How to Achieve Enterprise Service Management Success? Industry Leaders Weigh In

InvGate November 25, 2021
- 10 min read

Enterprise service management - whether in its pure form or supporting digital transformation strategies - is still one of the hottest IT service management (ITSM) or service management trends. Two-thirds of organizations have started to adopt enterprise service management according to 2021 research by AXELOS and but what does it take for these organizations to be successful in “sharing ITSM capabilities with other business functions for better operations, services, experiences, and outcomes”? To help, we asked five ITSM industry authorities what they think are the three most important success factors based on their experiences with enterprise service management, good and bad.

Enterprise service management

The four key highlights are:

  • Recognize that measuring success is key and must focus on outcomes, not outputs
  • Appreciate that good governance is essential
  • Understand what enterprise service management means to your organization 
  • Be prepared for business transformation - from mindsets, through behaviors, to performance measures

perfil-John Custy

John Custy

Services Management Educator, Coach, and Consultant

JPC Group

Enterprise Service Management (ESM) means different things to everyone, so it's essential to clarify what it means. ESM applies service management principles to all lines of business, not just IT services. And with the majority of business leaders believing that cross-departmental working at the enterprise level improves employee engagement and experience, ESM needs to be about transforming the organization from siloed and sequential activities to an integrated set of services

To achieve this, trust is needed – between each of the service groups. To earn trust, collaboration and shared goals are required. To build trust (which will take time), transparency, confidence in each other, and credibility with customers are needed.

Effective enterprise service management thus requires a business transformation, changing behaviors, and often requires new organizational structures to achieve these behaviors. New success measurements, reward and recognition programs, and communications are also needed to show people the new normal.

Finally, redefining the services from a customer outcome view vs. individual outputs is needed. For example, having a space to sit (or connect to remotely) requires access rights, equipment/devices, and understanding organizational culture and business models and procedures. A holistic view from the employee perspective, not just each of the shared services, is needed. Understanding the value stream for each service is required to understand how to reorganize and prioritize the opportunities for improvement. 

perfil-Doug Tedder-2

Doug Tedder


Tedder Consulting LLC

In my experience, the three most important factors for enterprise service management success are:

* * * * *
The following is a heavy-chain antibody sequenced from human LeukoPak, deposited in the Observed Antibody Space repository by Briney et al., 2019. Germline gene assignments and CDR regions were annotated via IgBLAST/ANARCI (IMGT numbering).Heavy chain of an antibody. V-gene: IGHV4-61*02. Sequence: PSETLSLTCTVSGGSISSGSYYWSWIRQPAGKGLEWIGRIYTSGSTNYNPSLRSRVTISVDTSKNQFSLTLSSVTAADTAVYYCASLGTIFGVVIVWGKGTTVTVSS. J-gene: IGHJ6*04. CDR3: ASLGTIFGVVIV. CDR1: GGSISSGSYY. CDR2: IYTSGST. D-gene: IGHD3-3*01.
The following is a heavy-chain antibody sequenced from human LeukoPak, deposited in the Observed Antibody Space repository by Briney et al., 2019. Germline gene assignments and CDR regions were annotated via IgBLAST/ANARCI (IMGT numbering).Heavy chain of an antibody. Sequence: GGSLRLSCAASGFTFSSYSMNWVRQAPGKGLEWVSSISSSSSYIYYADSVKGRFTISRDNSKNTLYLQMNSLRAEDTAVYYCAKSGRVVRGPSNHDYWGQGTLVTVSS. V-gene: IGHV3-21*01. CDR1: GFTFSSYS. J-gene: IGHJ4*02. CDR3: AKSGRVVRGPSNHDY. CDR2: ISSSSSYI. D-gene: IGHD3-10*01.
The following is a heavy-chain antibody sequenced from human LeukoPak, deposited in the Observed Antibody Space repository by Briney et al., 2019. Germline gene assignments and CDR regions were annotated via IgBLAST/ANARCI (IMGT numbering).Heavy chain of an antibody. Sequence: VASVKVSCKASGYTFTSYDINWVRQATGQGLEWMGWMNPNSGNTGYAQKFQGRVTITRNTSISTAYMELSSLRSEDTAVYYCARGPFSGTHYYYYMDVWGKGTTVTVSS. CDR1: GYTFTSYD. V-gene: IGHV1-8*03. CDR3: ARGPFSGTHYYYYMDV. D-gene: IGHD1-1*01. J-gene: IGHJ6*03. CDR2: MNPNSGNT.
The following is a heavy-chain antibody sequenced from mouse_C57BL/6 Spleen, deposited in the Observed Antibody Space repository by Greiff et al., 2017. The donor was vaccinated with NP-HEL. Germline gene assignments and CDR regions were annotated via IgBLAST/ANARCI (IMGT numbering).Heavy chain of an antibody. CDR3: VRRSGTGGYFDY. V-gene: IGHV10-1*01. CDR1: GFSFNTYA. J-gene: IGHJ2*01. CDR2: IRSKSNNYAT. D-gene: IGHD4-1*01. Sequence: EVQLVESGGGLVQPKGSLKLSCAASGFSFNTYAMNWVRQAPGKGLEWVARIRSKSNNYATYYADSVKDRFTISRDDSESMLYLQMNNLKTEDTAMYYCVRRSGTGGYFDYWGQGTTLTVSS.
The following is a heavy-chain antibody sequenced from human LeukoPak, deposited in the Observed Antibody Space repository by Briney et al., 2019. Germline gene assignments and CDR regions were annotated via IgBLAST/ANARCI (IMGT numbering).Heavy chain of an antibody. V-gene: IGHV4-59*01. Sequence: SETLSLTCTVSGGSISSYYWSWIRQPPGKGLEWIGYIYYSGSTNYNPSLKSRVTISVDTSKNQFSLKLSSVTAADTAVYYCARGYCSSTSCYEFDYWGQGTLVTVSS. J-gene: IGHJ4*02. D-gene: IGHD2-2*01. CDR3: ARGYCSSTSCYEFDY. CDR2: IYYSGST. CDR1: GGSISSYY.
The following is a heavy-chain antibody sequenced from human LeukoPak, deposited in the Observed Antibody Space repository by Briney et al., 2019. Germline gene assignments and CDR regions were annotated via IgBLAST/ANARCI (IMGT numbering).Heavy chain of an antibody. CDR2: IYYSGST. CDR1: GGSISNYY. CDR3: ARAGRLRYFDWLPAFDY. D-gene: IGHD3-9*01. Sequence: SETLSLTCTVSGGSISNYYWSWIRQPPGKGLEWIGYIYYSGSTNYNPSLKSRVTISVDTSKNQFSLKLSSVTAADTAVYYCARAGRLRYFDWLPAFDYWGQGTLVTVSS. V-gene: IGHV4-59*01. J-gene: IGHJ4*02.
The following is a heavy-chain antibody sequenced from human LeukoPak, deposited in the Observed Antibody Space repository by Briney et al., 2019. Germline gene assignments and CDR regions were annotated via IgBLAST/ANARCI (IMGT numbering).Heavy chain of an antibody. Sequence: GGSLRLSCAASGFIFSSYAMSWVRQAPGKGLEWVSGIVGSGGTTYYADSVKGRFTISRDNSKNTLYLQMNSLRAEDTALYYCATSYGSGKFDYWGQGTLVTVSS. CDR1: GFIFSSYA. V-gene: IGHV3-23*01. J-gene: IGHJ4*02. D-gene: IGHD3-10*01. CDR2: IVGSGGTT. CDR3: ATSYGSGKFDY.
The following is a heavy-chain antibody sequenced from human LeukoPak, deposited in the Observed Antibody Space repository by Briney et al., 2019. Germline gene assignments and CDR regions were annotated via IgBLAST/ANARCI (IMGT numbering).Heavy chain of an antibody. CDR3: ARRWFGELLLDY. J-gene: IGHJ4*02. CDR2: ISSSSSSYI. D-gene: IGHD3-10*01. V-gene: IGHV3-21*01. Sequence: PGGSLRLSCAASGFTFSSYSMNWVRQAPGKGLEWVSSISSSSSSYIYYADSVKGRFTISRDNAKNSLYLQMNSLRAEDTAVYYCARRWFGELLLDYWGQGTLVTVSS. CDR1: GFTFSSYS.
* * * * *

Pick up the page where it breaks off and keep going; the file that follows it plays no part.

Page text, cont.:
1. Mindset shift
  2. Service management must be elevated over what many organizations are calling “ITSM”
  3. Success must be measured and reported in terms of outcomes, not outputs

Mindset shift. For ESM to be successful, the organization’s mindset must shift with regards to service management. Service management must become an organizational capability and competency, not just the domain of a single department or team within the organization. 

The fact is that in this digital age, it’s critical that all parts of an organization recognize the interdependencies that they have on all other parts of the organization to deliver products and services. There is no part of any organization that can stand on its own. 

Service management must be elevated over what many organizations are calling “ITSM”.  Many organizations that have implemented ITSM only addressed the operational aspects of service management. These organizations did not address nor take a holistic view of how services are designed, developed, delivered, and supported; they only addressed IT operations  or just the service desk with their ITSM implementation. Application and software development, security, quality assurance, and the other aspects of service management were (or are still being) ignored or managed in separate, siloed approaches. To simply extend what is being called “ITSM” in this manner will only exacerbate siloed thinking and siloed work across the enterprise.

Success must be measured and reported in terms of outcomes, not outputs. Too many organizations mistake activities for results, which results in frustration for both customers, users, and management.  Simply routing work through an organization is not an indicator that a valuable outcome (result) has been achieved. By reporting success in terms of outcomes, each part of the organization can not only understand the results of their efforts, but also understand how what they do contributes to those outcomes.

For organizations that want to achieve these success factors, there is an effective way to address all three areas – value stream mapping. Value Stream Mapping illustrates the ‘enterprise’ nature of the work being done, identifies and visualizes the end-to-end nature of the design, development, delivery, and support of products and services, and depicts the outcomes resulting from the value stream. Successful enterprise service management will follow a value stream approach, rather than a technology- or department-centric approach.

Roy Atkinson

Roy Atkinson

CEO & Principal Advisor

Clifton Butterfield LLC

Organizations that are successful with their enterprise service management initiatives demonstrate three key things:

1 - Those leading the ESM initiative show that their service management efforts are successful.

How: Metrics and measures—often from ITSM—that show how interruptions are down as a result of problem management, or that good change enablement has both increased the number of stable releases and reduced change-related incidents, or that proper knowledge management has reduced onboarding time, and so on. In order to convince the entire organization to adopt service management, service management’s “house must be in order.”